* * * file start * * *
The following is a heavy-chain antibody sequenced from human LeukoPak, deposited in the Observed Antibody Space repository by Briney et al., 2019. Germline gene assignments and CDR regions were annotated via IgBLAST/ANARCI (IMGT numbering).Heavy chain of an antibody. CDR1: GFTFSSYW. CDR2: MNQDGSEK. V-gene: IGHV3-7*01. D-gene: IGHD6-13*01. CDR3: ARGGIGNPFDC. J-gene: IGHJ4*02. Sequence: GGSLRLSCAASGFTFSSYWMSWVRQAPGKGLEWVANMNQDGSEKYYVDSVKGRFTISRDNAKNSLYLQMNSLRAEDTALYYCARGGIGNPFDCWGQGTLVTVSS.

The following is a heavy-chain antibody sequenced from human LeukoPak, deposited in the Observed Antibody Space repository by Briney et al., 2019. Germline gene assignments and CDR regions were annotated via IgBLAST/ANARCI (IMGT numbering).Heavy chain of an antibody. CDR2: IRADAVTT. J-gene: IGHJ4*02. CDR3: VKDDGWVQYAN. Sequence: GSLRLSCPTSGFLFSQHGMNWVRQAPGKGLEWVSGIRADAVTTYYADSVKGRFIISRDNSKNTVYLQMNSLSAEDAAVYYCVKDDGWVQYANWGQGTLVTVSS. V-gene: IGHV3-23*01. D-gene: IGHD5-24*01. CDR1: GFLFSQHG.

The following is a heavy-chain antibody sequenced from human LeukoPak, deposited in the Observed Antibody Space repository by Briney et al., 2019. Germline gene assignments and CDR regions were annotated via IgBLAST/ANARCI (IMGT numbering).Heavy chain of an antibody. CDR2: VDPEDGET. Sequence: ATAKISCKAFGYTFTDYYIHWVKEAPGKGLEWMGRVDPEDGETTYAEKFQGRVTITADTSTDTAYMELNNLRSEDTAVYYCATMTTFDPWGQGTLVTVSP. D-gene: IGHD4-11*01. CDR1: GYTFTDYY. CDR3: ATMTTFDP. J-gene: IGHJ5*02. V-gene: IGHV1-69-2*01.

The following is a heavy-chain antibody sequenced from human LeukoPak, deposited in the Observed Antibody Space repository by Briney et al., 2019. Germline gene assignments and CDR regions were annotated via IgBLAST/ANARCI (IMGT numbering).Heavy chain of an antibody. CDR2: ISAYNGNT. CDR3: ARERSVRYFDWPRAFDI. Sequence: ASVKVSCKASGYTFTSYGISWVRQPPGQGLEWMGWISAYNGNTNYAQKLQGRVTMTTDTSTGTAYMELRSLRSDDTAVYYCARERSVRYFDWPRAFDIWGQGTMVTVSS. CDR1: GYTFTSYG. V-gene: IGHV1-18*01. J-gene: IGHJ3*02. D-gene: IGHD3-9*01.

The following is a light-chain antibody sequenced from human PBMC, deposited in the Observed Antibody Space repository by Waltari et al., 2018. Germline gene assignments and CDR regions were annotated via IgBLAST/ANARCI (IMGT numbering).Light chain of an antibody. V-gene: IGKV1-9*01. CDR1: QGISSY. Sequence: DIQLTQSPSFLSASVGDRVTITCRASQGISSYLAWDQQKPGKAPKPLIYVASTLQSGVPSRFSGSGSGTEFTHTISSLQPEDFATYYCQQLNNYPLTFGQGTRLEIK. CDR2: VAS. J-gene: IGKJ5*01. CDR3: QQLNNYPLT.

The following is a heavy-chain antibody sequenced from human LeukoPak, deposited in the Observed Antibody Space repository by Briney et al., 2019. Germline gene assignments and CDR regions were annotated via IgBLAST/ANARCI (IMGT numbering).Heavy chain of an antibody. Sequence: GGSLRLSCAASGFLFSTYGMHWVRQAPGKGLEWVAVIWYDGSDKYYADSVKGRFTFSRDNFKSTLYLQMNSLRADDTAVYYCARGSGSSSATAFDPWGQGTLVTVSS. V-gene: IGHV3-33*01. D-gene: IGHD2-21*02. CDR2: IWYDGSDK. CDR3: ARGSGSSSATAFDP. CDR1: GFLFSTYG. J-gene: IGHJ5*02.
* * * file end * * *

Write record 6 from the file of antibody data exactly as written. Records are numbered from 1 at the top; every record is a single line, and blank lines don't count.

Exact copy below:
The following is a heavy-chain antibody sequenced from human LeukoPak, deposited in the Observed Antibody Space repository by Briney et al., 2019. Germline gene assignments and CDR regions were annotated via IgBLAST/ANARCI (IMGT numbering).Heavy chain of an antibody. Sequence: GGSLRLSCAASGFLFSTYGMHWVRQAPGKGLEWVAVIWYDGSDKYYADSVKGRFTFSRDNFKSTLYLQMNSLRADDTAVYYCARGSGSSSATAFDPWGQGTLVTVSS. V-gene: IGHV3-33*01. D-gene: IGHD2-21*02. CDR2: IWYDGSDK. CDR3: ARGSGSSSATAFDP. CDR1: GFLFSTYG. J-gene: IGHJ5*02.